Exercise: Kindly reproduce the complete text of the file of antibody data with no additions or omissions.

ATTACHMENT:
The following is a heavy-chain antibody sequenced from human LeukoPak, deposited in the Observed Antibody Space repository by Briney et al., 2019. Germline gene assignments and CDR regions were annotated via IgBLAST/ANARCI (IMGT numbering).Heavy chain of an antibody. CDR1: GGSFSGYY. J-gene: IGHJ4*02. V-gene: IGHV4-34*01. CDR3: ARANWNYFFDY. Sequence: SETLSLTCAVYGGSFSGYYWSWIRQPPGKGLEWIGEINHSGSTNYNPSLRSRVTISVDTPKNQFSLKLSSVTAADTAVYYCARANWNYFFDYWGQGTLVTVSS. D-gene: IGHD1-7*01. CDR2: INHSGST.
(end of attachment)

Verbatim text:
The following is a heavy-chain antibody sequenced from human LeukoPak, deposited in the Observed Antibody Space repository by Briney et al., 2019. Germline gene assignments and CDR regions were annotated via IgBLAST/ANARCI (IMGT numbering).Heavy chain of an antibody. CDR1: GGSFSGYY. J-gene: IGHJ4*02. V-gene: IGHV4-34*01. CDR3: ARANWNYFFDY. Sequence: SETLSLTCAVYGGSFSGYYWSWIRQPPGKGLEWIGEINHSGSTNYNPSLRSRVTISVDTPKNQFSLKLSSVTAADTAVYYCARANWNYFFDYWGQGTLVTVSS. D-gene: IGHD1-7*01. CDR2: INHSGST.